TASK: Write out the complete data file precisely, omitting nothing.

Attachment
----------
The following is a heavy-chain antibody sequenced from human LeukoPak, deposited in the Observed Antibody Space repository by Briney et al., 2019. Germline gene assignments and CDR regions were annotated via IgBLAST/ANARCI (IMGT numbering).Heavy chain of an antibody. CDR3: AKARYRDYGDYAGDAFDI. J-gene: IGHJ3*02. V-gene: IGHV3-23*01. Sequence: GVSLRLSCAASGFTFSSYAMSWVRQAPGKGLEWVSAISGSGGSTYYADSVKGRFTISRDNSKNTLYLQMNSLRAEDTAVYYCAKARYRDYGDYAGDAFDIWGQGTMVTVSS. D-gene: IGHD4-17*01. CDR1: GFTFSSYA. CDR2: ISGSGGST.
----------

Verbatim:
The following is a heavy-chain antibody sequenced from human LeukoPak, deposited in the Observed Antibody Space repository by Briney et al., 2019. Germline gene assignments and CDR regions were annotated via IgBLAST/ANARCI (IMGT numbering).Heavy chain of an antibody. CDR3: AKARYRDYGDYAGDAFDI. J-gene: IGHJ3*02. V-gene: IGHV3-23*01. Sequence: GVSLRLSCAASGFTFSSYAMSWVRQAPGKGLEWVSAISGSGGSTYYADSVKGRFTISRDNSKNTLYLQMNSLRAEDTAVYYCAKARYRDYGDYAGDAFDIWGQGTMVTVSS. D-gene: IGHD4-17*01. CDR1: GFTFSSYA. CDR2: ISGSGGST.